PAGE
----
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IT firms need to recalibrate hiring pattern in light on the ongoing H-1B visa crisis

As crackdown on H1B visas by the US Citizenship and Immigration Services becomes harder, experts say IT firms will have to re-calibrate their hiring process even further.

February 27, 2019 / 11:04 AM IST
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As crackdown on H-1B visas by the US Citizenship and Immigration Services (USCIS) becomes harder, experts say IT firms will have to re-calibrate their hiring process even further.

IT firms are under heat as it became more than obvious from the latest data released by the USCIS that revealed that the applications filed by Indian firms such as Tata Consultancy Services (TCS), Infosys and Wipro for its employees had relatively low approval rate compared to their overseas peers.

According to a Wall Street Journal report, approval rates vary significantly for the top 30 biggest users of H-1B visa. For instance, Apple, Facebook, Google, Intel and Microsoft had a 99 percent approval rate.

However, there are some companies that had high number of applications but lower approval rates. IT services companies such as Cognizant and Capgemini had a 68 percent and 60 percent approval rate, respectively. Approval rate for Infosys stood at 74 percent and that for Wipro and TCS stands at 82 percent each.

Vivek Tandon, founder and CEO, EB5 BRICS, an advisory firm, said, “It is clear from the data that it is mostly the Indian companies that are being targeted. Their denial rates are high for H-1B. This hardening of stance is only going to go up.”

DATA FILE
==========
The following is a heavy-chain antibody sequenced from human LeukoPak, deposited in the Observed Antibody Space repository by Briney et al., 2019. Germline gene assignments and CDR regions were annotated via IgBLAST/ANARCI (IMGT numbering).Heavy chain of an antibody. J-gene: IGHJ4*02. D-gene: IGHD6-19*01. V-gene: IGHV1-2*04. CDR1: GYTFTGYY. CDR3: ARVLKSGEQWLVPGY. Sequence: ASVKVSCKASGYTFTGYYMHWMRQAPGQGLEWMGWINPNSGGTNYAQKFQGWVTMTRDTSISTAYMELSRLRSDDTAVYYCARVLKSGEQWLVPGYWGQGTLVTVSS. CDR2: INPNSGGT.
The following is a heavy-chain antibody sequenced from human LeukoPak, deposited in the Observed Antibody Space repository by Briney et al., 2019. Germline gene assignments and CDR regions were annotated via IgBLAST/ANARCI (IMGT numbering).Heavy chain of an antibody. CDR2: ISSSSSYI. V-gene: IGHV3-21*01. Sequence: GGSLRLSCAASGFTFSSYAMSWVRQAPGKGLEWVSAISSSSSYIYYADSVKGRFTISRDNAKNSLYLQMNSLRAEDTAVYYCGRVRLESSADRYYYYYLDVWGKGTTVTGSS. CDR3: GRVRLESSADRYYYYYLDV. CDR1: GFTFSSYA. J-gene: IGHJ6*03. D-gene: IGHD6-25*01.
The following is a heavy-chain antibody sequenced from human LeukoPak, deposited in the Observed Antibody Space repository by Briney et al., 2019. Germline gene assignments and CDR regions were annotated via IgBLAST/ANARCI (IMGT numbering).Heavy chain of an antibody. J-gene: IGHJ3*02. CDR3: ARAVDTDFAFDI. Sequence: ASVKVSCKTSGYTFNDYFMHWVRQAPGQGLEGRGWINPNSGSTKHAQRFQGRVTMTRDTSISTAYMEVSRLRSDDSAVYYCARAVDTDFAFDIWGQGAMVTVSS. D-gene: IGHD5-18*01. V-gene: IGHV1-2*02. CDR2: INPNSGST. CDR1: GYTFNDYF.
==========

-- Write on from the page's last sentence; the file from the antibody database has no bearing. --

At this juncture, Rogelio Caceres, CCO and co-founder, LCR Capital Partners, said IT firms should re-think their hiring process and adjust revenues going forward.

The situation is hardly surprising given that the IT firms have been feeling the heat since the Trump administration began tightening the most coveted H-1B visas to Indians since 2017. However, what has changed was the range of conditions the administration brought in to filter out the candidates.

Apart from stringent probe into filtering profiles, the USCIS also restrict people with H-4 visa (spouses of H-1B visa holders) from working in the country (Barack Obama administration allowed it and it benefited a large number of educated spouses). Experts said this is going to put a huge strain on the family as sustaining on a single income is hard in the US.

Recently, the USCIS said people who have their graduated from the US universities would get preference while issuing an H-1B visa.

“Many of the companies have already stepping up their hiring overseas,” Caceres said. In the recent times, hiring from US universities has increased. For instance, HCL Technolgies is looking to hire campus hires in the US.

However, this might also lead to students losing interest in studying in the US. Number of Indian students going to the US has been dwindling over the last two years.  According to media reports, Indian students in US higher institutions grew 5.4 percent in 2017-18 as opposed to 12.3 percent in 2016-17 and 24.9 percent in 2015-16. Indian students account for about 17.9 percent of total foreign students in the US, the second highest after Chinese students at 33.2 percent.

Caceres said, “These new regulations may make Indian students rethink their choice, but to work in the US you need to study there.”

Another area to look at might be the work allocation. Tandon said companies might shift some of the work from onsite to offshore. “They might recruit people overseas only for machine critical systems and shift rest of the work offshore, which they did not do so earlier due to the cost factor,” he added.

Swathi Moorthy
first published: Feb 27, 2019 11:04 am